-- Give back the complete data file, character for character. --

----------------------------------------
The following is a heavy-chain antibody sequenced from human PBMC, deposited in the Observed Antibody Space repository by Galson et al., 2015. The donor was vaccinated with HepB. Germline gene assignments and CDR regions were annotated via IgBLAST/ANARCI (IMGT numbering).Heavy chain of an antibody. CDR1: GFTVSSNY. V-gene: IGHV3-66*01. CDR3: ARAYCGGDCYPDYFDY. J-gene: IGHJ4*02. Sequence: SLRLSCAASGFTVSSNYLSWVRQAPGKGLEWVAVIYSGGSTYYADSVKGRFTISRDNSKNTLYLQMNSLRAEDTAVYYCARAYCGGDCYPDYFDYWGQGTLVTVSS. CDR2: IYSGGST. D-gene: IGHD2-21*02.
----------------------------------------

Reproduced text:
The following is a heavy-chain antibody sequenced from human PBMC, deposited in the Observed Antibody Space repository by Galson et al., 2015. The donor was vaccinated with HepB. Germline gene assignments and CDR regions were annotated via IgBLAST/ANARCI (IMGT numbering).Heavy chain of an antibody. CDR1: GFTVSSNY. V-gene: IGHV3-66*01. CDR3: ARAYCGGDCYPDYFDY. J-gene: IGHJ4*02. Sequence: SLRLSCAASGFTVSSNYLSWVRQAPGKGLEWVAVIYSGGSTYYADSVKGRFTISRDNSKNTLYLQMNSLRAEDTAVYYCARAYCGGDCYPDYFDYWGQGTLVTVSS. CDR2: IYSGGST. D-gene: IGHD2-21*02.